Law students apply to judicial clerkships this fall. Clerkships are a big deal. Clerkships with federal judges are a really big deal. Clerkships with federal appeals court judges are (short of a Supreme Court clerkship) the biggest deal. They put law students onto a life-altering course to enter the most elite law firms, professorships, executive and judicial branch jobs, and so on.
That’s why it was surprising to see this article in the Harvard student newspaper back in January: “Following Lack of Applications, Harvard Law School Encourages Students to Apply to Clerk for Trump-Appointed Judges”. Here’s the gist of it:
In a series of messages to students and alumni, the Office of Career Services and alumni said that the lack of applications on file seemed like “wasted opportunities,” according to Bloomberg Law.
On Dec. 17, the school sent a message encouraging students to apply to work with newly confirmed Ninth Circuit judge Lawrence VanDyke in Nevada.
“Lawrence VanDyke (HLS ‘06) was confirmed last week to become a new judge on the Ninth Circuit based in Reno (‘next to Lake Tahoe and great skiing!’),” the message read.
Based in California, the Ninth Circuit, which reviews cases for several western states, is one of the most desirable clerkships, according to Bloomberg Law.
In a follow-up message on Dec. 19, the Law School referenced other 2020 clerkships that received zero applications from Harvard, including the Los Angeles chambers of California appellate court judge John Wiley and a recently confirmed Ninth Circuit judge, Patrick Bumatay.
So why are we talking about this in the OSD newsletter? Well, here’s a picture of Lawrence VanDyke elk hunting with his SCAR 17S:
About this picture, he wrote, “That’s a SCAR 17 — the same gun used by the Navy SEALs (but mine’s only semi-auto, unfortunately).”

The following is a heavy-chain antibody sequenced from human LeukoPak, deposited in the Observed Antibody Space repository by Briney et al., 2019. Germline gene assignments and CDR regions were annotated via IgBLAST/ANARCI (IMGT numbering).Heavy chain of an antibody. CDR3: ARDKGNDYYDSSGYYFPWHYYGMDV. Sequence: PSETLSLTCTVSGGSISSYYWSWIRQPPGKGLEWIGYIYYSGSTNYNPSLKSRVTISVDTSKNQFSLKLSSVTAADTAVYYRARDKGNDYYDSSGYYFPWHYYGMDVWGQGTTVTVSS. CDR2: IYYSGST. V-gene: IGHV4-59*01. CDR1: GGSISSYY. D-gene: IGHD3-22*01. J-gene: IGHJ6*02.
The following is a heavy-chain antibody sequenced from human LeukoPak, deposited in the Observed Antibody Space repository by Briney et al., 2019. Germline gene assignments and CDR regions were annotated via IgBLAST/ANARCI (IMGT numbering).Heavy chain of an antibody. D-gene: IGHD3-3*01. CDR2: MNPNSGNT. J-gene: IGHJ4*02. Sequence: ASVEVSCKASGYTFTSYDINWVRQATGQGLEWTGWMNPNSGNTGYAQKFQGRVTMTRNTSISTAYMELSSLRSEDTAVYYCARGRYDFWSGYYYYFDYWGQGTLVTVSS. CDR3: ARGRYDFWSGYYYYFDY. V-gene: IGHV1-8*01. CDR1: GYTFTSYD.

Zero Harvard Law students applied to clerk with him last year, despite a Ninth Circuit clerkship being nearly the most elite job that it’s possible to get as a graduating law student. The same (or similar) likely goes for Yale Law, Stanford, and other top programs. But given the water those schools draw, anyone who did apply would have a great shot at getting the job. These clerkships are a hundred-dollar bill lying on the sidewalk.
Let’s play the long game here. If you’re a law student with a robust view of the Second Amendment, make sure you’re applying to clerkships as aggressively as possible. And seek out these judges who are on top-shelf courts but aren’t receiving applications. If you’re a good student at a good school, you stand a very good chance of getting the job. And that’s going to set you up to be in the next generation of judges, professors, and lawyers who make the rules. We want you there. Go get it.
This week’s links
The state has the option of asking for an en banc rehearing (i.e. for the Ninth Circuit to rehear the case with 11 judges instead of just three), which will almost certainly happen. Until a final resolution (including the final resolution of the likely Supreme Court appeal after that), this isn’t Freedom Week 2.0 — as this excellent reddit post explains.
For more context on the case, we’d strongly suggest watching the oral arguments, helpfully edited for brevity by Reno May.
Detailed dry fire tutorial from T.Rex Arms.
This was a letter to the magazine that the editors found so thought-provoking that they had the writer expand it into a full article. Interesting to note how modern-sounding the arguments on all sides are.
A bit bigger than the guns we normally cover. Cool stuff from Smarter Every Day.
In this three minute clip from Sam Harris’s podcast, a psychologist explains why he had a change of heart on gun control after learning that one of his professors is a gun owner. Summary: be cool, and cool things will happen.
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